Tags Hunters Point Shipyard
Tag: Hunters Point Shipyard
Mama “E” was a well-loved woman who changed California, San Francisco and Bayview Hunters Point forever. With Bible scriptures, fearlessness, faith and divine love planted in her huge heart, chosen and powerfully guided from above, she set out to make changes, for justice and equality. A memorial service will be held on Thursday, Feb. 4, 5:30-7:30 p.m., at Grace Tabernacle Community Church, 1121 Oakdale Ave., and a homegoing service on Friday, Feb. 5, 12 noon, at Providence Baptist Church, 1601 McKinnon, off Third Street, both in Hunters Point, San Francisco.
In the mix, during the recent hot Friday early evening, for the PORT OF SAN FRANCISCO RIBBON CUTTING CEREMONY, that included Supervisor SCOTT WIENER, D-8. Local Bayview community members and Port officials, that included Commission President LESLIE KATZ and Commissioner KIMBERLY BRANDON. Special guest GUY JOHNSON, son of the late MAYA ANGELOU, accompanied by his wife, lovely STEPHANIE FLOYD JOHNSON, took part in the celebration.
To: Lily Lee, Cleanup Project Manager, Superfund Division, U.S. Environmental Protection Agency Region 9 - I wish to submit the following comments regarding human health and safety concerns stemming from the proposed transfer of HPNS (Hunters Point Naval Shipyard) Parcels D2, UC1, UC2 and associated buildings 813, 819, 823 and IR 50 storm drains and sanitary sewer lines.
A cleanup worker at the decommissioned Hunters Point Naval Shipyard in southeast San Francisco is facing a rare life threatening cancer he believes is caused by his exposure to known toxins at the federal Superfund site. Diagnosed with a Peripheral T Cell Lymphoma, an aggressive high grade lymphoid malignancy with a five year survival rate of 32 percent, the worker has retained the high powered New York law firm Weitz & Luxenberg.
The headline, “Biological bad luck blamed in two-thirds of cancer cases, researchers say,” has received very wide coverage. Tell that to the people living at Hunters Point! If one ignores chemistry, biology, physics and history, then one might believe it. It matters little whether exposures occur at home, workplace or neighborhood – it is not bad luck, it is exposure to carcinogens, and they are additive and cumulative.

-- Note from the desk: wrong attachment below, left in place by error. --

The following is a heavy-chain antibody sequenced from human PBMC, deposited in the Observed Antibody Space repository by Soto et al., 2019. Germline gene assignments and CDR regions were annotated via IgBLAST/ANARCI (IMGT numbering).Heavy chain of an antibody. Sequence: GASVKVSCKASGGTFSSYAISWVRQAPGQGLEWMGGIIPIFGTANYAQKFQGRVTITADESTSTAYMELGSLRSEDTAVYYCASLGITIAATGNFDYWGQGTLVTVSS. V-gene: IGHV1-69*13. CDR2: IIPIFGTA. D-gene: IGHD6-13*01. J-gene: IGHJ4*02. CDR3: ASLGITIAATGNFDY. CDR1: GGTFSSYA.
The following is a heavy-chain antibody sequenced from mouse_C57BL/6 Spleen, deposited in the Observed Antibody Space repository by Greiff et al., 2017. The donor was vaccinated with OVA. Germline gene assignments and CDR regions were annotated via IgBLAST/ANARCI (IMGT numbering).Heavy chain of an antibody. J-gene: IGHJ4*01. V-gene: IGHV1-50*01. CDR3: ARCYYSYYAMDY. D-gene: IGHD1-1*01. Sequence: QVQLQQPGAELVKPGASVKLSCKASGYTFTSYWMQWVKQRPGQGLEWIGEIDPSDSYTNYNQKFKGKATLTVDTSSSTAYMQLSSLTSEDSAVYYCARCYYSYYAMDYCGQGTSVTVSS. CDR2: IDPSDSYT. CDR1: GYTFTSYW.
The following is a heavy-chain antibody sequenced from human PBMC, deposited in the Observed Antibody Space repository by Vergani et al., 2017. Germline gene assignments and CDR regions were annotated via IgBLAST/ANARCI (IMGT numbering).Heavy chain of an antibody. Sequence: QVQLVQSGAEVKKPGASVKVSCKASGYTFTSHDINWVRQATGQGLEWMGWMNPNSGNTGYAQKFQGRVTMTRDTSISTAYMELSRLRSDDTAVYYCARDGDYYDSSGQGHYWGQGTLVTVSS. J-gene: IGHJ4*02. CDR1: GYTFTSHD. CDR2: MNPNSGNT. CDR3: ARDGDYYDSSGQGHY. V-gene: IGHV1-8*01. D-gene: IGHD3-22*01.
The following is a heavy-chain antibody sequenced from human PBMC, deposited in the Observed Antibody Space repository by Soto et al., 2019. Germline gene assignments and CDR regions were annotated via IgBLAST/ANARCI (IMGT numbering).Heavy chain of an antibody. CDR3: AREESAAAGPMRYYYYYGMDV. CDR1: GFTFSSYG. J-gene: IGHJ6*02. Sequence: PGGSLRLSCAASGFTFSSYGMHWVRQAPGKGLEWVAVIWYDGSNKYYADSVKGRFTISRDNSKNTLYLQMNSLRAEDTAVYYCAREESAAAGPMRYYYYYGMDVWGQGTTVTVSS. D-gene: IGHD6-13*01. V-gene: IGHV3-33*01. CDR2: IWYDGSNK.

The San Francisco Neighborhood Newspaper Association and the impact of community journalism was the featured topic last week at a forum sponsored by San Francisco’s prestigious Commonwealth Club. Four local publishers, Earl Adkins (Marina Times), Juan Gonzales (El Tecolate), Willie Ratcliff (SF Bay View) and moderator Glenn Gullmes (West Portal Monthly) represented the neighborhood news collective.
Gentile, soft-spoken Sandy Agee represents a group of African-American Bayview Hunters Point residents who thought they escaped radiation and chemicals that the Navy dumped at the Hunters Point Naval Shipyard, turning it into one of the nation’s most radioactive EPA Superfund sites. They discovered the Navy also carpeted their refuge, Treasure Island in San Francisco Bay.
Due to San Francisco’s housing crunch, Treasure Island became a repository for low-income families and people at risk of homelessness. Consequently, the Navy’s ad nauseam public reassurances to largely poor and people of color at Treasure Island that no dangerous levels of radioactivity now exist imparts a suspicious race and class taint to its minimizations and denials.
Another Black History Month with pomp, circumstance and countless hollow speeches has been taking place all over San Francisco. Does anyone notice it is only a matter of time until Black people living in San Francisco will become history? The 1970 Black population of “everyone’s favorite city” was a hundred thousand, according to city records. The latest census says Blacks account for just under 47,000 of the city’s 825,000 people.
Dr. Willie Ratcliff is publisher of the San Francisco Bay View, one of the leading Black newspapers in the U.S. and a treasured source of left news in the Bay Area. In an interview with Michael Chase and Ragina Johnson, Ratcliff, a longtime resident of the city, reflected on the Hunters Point Naval Shipyard and its closure, environmental racism and the changes in the Fillmore neighborhood, a historically Black area known as “Harlem West.”